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Esthesioneuroblastoma metastatic to the trachea. Metastasi tracheale da estesioneuroblastoma
Автор F. Mattavelli, N. Pizzi, E. Pennacchioli1, S. Radaelli1, G. Calarco2, P. Quattrone3, L. Patelli4   

Esthesioneuroblastoma is a rare tumour, for which a multimodal approach, including a combination of surgery and radiation

, appears to

provide the best disease-free and overall survival. Well-known for its tendency for local recurrence and distant spreading by both lymphatic

and haematogenous routes, the most common sites of metastases are lungs and bones, followed by liver, spleen, scalp, breast, adrenals and

ovary. One single case of metastasis to the trachea has been reported in the literature. The case is reported here of a patient who developed

metastatic esthesioneuroblastoma to the trachea 18 months after primary surgery and radiation therapy. The patient was treated by two

subsequent N-YA G laser endoscopic resections and chemotherapy.

Riassunto

L’estesioneuroblastoma è un raro tumore, per il quale un approccio combinato comprendente chirurgia e radioterapia permette di ottenere

la migliore sopravvivenza libera da malattia e la miglior sopravvivenza globale. Noto per la propensione alla recidiva locale e per la

diffusione a distanza, per via linfatica ed ematica, le più comuni sedi di metastasi sono il polmone e l’osso, seguiti da fegato, milza, cuoio

capelluto, mammella, surrene e ovaio. In letteratura un solo caso di metastasi tracheale è stato riportato sino ad oggi. Noi riportiamo il

caso di una paziente che ha sviluppato una metastasi tracheale da estesioneuroblastoma 18 mesi dopo la chirurgia del primitivo e la radioterapia.

La paziente è stata trattata con due successive resezioni endoscopiche con N-YAG laser e chemioterapia.

Introduction

Esthesioneuroblastoma (ENB), also known as olfactory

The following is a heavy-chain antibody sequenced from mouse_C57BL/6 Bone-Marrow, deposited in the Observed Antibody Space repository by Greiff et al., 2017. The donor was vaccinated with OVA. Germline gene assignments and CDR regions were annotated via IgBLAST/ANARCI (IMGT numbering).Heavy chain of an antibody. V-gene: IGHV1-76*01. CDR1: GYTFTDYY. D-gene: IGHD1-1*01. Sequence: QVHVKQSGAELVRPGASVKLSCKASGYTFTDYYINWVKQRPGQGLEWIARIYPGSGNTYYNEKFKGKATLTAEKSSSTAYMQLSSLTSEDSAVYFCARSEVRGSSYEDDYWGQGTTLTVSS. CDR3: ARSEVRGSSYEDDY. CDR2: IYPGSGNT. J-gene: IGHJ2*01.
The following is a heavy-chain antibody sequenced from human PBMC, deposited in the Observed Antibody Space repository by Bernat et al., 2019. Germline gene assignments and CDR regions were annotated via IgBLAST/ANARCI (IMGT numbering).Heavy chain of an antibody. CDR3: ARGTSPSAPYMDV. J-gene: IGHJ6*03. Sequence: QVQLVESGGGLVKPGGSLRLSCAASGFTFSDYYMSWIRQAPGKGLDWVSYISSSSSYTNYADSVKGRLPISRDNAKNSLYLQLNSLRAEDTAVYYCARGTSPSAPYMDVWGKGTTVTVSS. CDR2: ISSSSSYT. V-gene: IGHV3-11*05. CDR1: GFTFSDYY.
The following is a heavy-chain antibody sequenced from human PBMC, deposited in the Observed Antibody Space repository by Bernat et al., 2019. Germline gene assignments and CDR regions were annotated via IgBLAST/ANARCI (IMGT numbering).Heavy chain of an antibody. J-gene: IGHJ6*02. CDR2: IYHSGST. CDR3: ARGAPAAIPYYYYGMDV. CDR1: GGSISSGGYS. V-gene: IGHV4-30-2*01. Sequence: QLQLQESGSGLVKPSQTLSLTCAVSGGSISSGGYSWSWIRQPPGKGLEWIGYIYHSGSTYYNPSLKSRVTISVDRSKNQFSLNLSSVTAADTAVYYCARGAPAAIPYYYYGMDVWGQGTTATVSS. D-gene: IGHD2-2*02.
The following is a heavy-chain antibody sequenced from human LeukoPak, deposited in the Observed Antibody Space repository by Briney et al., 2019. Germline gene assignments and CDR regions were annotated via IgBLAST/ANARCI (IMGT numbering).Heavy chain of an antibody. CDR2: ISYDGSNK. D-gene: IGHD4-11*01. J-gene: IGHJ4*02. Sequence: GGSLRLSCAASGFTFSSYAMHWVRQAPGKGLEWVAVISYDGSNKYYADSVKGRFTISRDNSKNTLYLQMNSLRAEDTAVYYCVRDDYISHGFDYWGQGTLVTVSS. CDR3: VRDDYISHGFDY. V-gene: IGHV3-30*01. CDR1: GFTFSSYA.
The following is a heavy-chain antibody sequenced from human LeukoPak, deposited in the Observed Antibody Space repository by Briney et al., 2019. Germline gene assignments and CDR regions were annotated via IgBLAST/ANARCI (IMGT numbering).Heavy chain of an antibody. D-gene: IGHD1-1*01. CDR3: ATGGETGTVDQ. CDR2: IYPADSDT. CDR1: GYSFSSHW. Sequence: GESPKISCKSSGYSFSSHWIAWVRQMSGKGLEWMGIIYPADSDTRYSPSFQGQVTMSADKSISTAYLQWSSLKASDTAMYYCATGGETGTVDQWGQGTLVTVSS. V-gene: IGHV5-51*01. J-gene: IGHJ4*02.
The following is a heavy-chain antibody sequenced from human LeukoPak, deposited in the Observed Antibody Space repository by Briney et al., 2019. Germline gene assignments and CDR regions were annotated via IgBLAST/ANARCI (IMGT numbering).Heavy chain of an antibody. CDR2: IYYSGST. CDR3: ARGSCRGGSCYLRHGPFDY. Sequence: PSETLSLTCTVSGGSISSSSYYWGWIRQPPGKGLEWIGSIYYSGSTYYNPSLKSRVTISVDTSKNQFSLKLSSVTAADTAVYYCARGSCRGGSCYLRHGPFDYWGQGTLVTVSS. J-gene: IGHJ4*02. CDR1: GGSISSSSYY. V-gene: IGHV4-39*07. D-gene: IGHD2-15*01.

neuroblastoma, is an uncommon neoplasm arising from

the olfactory neuroepithelium of the upper nasal cavity at

the interface with the anterior cranial fossa
1 2. This neurogenic

tumour has very little in common with neuroblastomas

elsewhere in the body. It accounts for 6% of nasal and

paranasal sinuses tumours and for 0.3% of upper aerodigestive

malignancies
3.

ENB occurs with a bimodal peak in the second and sixth

decades of life and without predominance of sex or race.

It is often locally aggressive, with symptoms related to

local extension of the disease: nasal obstruction, intermittent

epistaxis, local pain, headache, rhinorrhea, anosmia,

diplopia. The mean time from the initial symptoms to diagnosis,

by computed tomography (CT)-scan or magnetic

resonance imaging (MRI), is approximately 6 months
4.

Although ENB is uncommon, some consistent features

of the disease have been established: local recurrences in

30% of patients, cervical nodes metastases in 23%, distant

metastases in 8% of cases
5 with sites involved including

lung, liver, eye, parotid, central nervous system (CNS),

bone, adrenal gland, spleen, scalp, breast, ovary, aorta
6 7.

A single case of metastasis to the trachea has so far been

reported in the literature
7.

The first and most common staging system was developed

by Kadish et al.
8 then modified by Morita et al. 9 to obtain

a system that divides tumours into four groups:

tumour limited to the nasal cavity;

tumour involving the nasal and paranasal sinuses;

tumour involving cribriform plate, base of the skull, orbit

or intra-cranial cavity;

tumour with metastasis to cervical nodes or distant

sites.

Other staging systems have also been used, but no single

staging classification has been universally adopted for this

tumour to date, as the prognostic utility of each system

has not been proved
10.

1.

2.

3.

4.

AC TA oto rhinolaryngologica italica 2009;29:EPUB 12/05/09

Cantщ et al. 11 suggested a classification system for ethmoidtumours, called INT classification (

Istituto Nazionale
dei Tumori classification) involving the anterior skull

base. This system is based upon anatomic, and not only

on pathologic, criteria, it considers the possibilities and

limitations of standard treatment for ethmoid tumours in

achieving radical resection and it satisfies a main goal of

tumour staging, that is i.e., the progressive worsening of

prognosis for different classes.

According to the histopathological features ENB was divided,

by Hyams et al.
12 into four grades of differentiation:

from grade I for well differentiated forms to grade

IV for undifferentiated forms.

Universal treatment of ENB has not yet been recognized:

surgery, with a combined transfacial and transcranic approach,

followed by radiotherapy at a dose of 60 Gy,

should achieve the best results. In some cases, stereotactic

radiotherapy can be considered. In recent years, endoscopic

microsurgical techniques have been employed in

the treatment of ENB. With complete endoscopic surgical

resection, followed by radiation therapy, local recurrence,

morbidity and cosmetic deformity have been minimized

13 14. Another novel therapeutic approach combines

endoscopic sinus surgery and Gamma Knife radiosurgery.